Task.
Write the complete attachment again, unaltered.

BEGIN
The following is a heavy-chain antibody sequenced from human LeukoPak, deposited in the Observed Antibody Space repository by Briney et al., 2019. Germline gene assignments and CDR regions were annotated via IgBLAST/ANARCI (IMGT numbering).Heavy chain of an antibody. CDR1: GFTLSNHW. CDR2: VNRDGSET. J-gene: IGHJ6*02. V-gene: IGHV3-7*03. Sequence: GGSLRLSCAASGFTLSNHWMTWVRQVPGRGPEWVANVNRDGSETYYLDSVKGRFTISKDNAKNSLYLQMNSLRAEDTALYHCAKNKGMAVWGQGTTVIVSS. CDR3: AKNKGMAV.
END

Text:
The following is a heavy-chain antibody sequenced from human LeukoPak, deposited in the Observed Antibody Space repository by Briney et al., 2019. Germline gene assignments and CDR regions were annotated via IgBLAST/ANARCI (IMGT numbering).Heavy chain of an antibody. CDR1: GFTLSNHW. CDR2: VNRDGSET. J-gene: IGHJ6*02. V-gene: IGHV3-7*03. Sequence: GGSLRLSCAASGFTLSNHWMTWVRQVPGRGPEWVANVNRDGSETYYLDSVKGRFTISKDNAKNSLYLQMNSLRAEDTALYHCAKNKGMAVWGQGTTVIVSS. CDR3: AKNKGMAV.